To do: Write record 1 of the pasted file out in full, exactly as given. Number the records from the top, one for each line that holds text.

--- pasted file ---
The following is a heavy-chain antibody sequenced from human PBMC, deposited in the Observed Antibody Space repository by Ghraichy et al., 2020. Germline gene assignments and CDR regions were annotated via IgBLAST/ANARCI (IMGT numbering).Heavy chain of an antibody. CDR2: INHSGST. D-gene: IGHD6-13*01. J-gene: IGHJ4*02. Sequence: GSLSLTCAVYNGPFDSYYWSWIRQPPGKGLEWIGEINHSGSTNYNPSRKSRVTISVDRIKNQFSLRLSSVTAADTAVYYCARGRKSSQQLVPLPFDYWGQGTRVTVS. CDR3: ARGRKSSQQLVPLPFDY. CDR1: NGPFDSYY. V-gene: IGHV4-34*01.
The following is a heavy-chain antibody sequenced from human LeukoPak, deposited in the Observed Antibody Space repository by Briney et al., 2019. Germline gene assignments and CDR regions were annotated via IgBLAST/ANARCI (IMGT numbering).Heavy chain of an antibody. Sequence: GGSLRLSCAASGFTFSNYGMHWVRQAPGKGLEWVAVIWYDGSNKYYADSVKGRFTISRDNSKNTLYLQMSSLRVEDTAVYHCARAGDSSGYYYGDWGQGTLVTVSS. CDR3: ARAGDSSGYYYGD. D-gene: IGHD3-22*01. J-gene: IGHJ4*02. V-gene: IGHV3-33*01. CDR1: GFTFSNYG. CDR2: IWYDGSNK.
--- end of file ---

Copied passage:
The following is a heavy-chain antibody sequenced from human PBMC, deposited in the Observed Antibody Space repository by Ghraichy et al., 2020. Germline gene assignments and CDR regions were annotated via IgBLAST/ANARCI (IMGT numbering).Heavy chain of an antibody. CDR2: INHSGST. D-gene: IGHD6-13*01. J-gene: IGHJ4*02. Sequence: GSLSLTCAVYNGPFDSYYWSWIRQPPGKGLEWIGEINHSGSTNYNPSRKSRVTISVDRIKNQFSLRLSSVTAADTAVYYCARGRKSSQQLVPLPFDYWGQGTRVTVS. CDR3: ARGRKSSQQLVPLPFDY. CDR1: NGPFDSYY. V-gene: IGHV4-34*01.